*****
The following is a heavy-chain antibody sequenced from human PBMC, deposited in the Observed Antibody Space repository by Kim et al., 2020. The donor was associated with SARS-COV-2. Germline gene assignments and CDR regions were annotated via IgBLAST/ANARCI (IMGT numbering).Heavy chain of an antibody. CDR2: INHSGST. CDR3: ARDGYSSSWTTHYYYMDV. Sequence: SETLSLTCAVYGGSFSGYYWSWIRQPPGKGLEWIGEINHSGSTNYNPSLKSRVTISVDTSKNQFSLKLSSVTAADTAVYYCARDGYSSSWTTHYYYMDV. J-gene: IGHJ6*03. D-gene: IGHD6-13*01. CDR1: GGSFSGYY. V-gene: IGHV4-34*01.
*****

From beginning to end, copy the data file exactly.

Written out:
The following is a heavy-chain antibody sequenced from human PBMC, deposited in the Observed Antibody Space repository by Kim et al., 2020. The donor was associated with SARS-COV-2. Germline gene assignments and CDR regions were annotated via IgBLAST/ANARCI (IMGT numbering).Heavy chain of an antibody. CDR2: INHSGST. CDR3: ARDGYSSSWTTHYYYMDV. Sequence: SETLSLTCAVYGGSFSGYYWSWIRQPPGKGLEWIGEINHSGSTNYNPSLKSRVTISVDTSKNQFSLKLSSVTAADTAVYYCARDGYSSSWTTHYYYMDV. J-gene: IGHJ6*03. D-gene: IGHD6-13*01. CDR1: GGSFSGYY. V-gene: IGHV4-34*01.